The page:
A Relational Model For Category Extensions of Brands

Peter H. Farquhar, Carnegie Mellon University
Paul M. Herr, Indiana University
Russell H. Fazio, Indiana University
ABSTRACT - This paper introduces a relational model for studying the effects of brand-category, category-brand, and category-category associations on the potential success of extending a brand to a new category. The paper describes the managerial significance of category extensions, considers methods for measuring the different associations, and discusses the implications of recent research on category extensions.
[ to cite ]:
Peter H. Farquhar, Paul M. Herr, and Russell H. Fazio (1990) ,"A Relational Model For Category Extensions of Brands", in NA - Advances in Consumer Research Volume 17, eds. Marvin E. Goldberg, Gerald Gorn, and Richard W. Pollay, Provo, UT : Association for Consumer Research, Pages: 856-860.

Advances in Consumer Research Volume 17, 1990      Pages 856-860


Peter H. Farquhar, Carnegie Mellon University

Paul M. Herr, Indiana University

Russell H. Fazio, Indiana University


This paper introduces a relational model for studying the effects of brand-category, category-brand, and category-category associations on the potential success of extending a brand to a new category. The paper describes the managerial significance of category extensions, considers methods for measuring the different associations, and discusses the implications of recent research on category extensions.


Many firms capitalize on brand names that are well-known in one category by extending them to products in other categories that are new to the firm. For example, Tauber (1981) cites Jello Pudding Pops, Bic Disposable Lighters, Woolite Rug Cleaner, and Clairol Hair Blow-Dryer as successful extensions of familiar brands to new categories.

Farquhar (1989) describes two types of "brand extensions". A "line extension" applies an existing brand name to a product in one of the firm's existing categories. On the other hand, a "category extension" applies an existing brand name to a category that is new for the firm (Tauber, 1981). Our interest here is the study of category extensions of brands.

Potential benefits of category extensions include immediate name recognition and the transference of benefits associated with a familiar brand. For example, Chipman-Union's introduction of branded deodorizing athletic socks in 1980 was helped by licensing the "Odor-Eater's" name used originally by Combe, Inc. for its successful line of deodorizing foot-pads.

Moreover, category extensions eliminate the high costs of establishing a new brand and often reduce the costs of gaining distribution (e.g., Morein, 1975; Kesler, 1987). Such advantages have even led some companies to resurrect "has-been" brands; Pfizer revived the Barbasol brand and extended it first to a new line of aerosol-foam shaving creams (Saporito, 1986) and then to shaving gels and anti-perspirants.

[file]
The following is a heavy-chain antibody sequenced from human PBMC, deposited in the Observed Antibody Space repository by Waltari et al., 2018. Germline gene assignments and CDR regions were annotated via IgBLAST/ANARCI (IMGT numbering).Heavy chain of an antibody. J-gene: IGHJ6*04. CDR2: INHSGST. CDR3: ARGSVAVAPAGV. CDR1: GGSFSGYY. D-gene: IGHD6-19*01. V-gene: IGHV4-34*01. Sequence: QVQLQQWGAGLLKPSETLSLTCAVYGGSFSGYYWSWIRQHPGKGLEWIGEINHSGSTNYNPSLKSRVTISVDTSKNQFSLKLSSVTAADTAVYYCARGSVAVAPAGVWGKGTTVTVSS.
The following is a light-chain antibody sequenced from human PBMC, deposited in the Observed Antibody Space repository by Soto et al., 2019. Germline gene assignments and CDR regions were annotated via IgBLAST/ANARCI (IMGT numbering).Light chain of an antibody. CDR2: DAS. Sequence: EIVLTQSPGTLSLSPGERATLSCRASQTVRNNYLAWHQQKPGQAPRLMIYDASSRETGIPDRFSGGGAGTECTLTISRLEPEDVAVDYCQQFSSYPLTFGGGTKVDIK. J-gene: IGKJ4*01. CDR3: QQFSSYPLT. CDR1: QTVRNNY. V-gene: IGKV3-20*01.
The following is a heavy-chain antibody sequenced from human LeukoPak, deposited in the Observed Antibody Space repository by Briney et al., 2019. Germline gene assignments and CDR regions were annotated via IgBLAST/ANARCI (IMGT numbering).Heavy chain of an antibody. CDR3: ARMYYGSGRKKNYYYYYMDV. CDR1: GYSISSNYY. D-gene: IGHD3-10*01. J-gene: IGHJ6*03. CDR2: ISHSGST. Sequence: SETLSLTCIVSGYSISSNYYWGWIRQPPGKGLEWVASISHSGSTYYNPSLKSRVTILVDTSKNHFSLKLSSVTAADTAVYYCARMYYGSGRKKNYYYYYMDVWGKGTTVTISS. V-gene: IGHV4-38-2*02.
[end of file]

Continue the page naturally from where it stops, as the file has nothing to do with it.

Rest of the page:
A well-known brand name does not guarantee a successful extension. Abrams (1981) points to Arm & Hammer anti-perspirant, Life Savers gum, and Welch's prune juice as extensions that failed. Indeed, an extension can weaken the parent brand in the original category (Tauber, 1981).

Therefore, leveraging a brand's equity through extensions to new categories carries both opportunities and risks. The opportunities are represented by the firm's growth potential in the new category. Risk comes not only from a new product failure, as noted above, but also from the success of a category extension. Success carries the risk that the entire brand franchise can be diluted. Ries and Trout (1986) describe many of the dangers of over-extending a brand name, and generally advise against category extensions.


Farquhar (1989) defines brand equity as the "added value" that a brand endows a product; this I added value can be viewed from the perspective of the firm, the trade, or the consumer. Brand equity from a consumer perspective is reflected by the increase in the strength of associations an individual has for a product using the brand.

This paper specifies more precisely the structure of these associations and seeks to identify the processes which mediate consumers' judgments of a category extension of a brand. Herr, Farquhar, and Fazio (1989) implement the relational model by I measuring (a) the strength of associations between j brands and product categories, (b) the relatedness of W different product categories, and (c) the [ transferability of features between a parent brand and t a new item in a different product category. Some of their key findings are summarized here.

Figure 1 describes the relational model for f investigating product categorization and brand extensions. The "parent brand" is presumably associated with only one product category, called the "parent category". Thus the basic model considers neither "family brands" used across several categories, such as IBM or Kraft, nor "ambiguous brands" that evoke multiple, unrelated categories, such as Cadillac (automobiles and pet food) or United (airlines and gasoline). The relational model can be modified later to accommodate these generalizations if necessary.

The brand-to-category association in (la) > measures the likelihood that observation of the parent brand activates various features that characterize the basic category. For example, Crest is strongly associated with the features of toothpaste, while for many consumers Close-up is weakly associated with the toothpaste category. We refer to the "brand-to-category associative strength" as typicality (Smith and Medin, 1981). Barsalou (1985) discusses possible determinants of typicality, while Loken and Ward (1987), Ward and Loken (1988), and others describe recent consumer studies of typicality.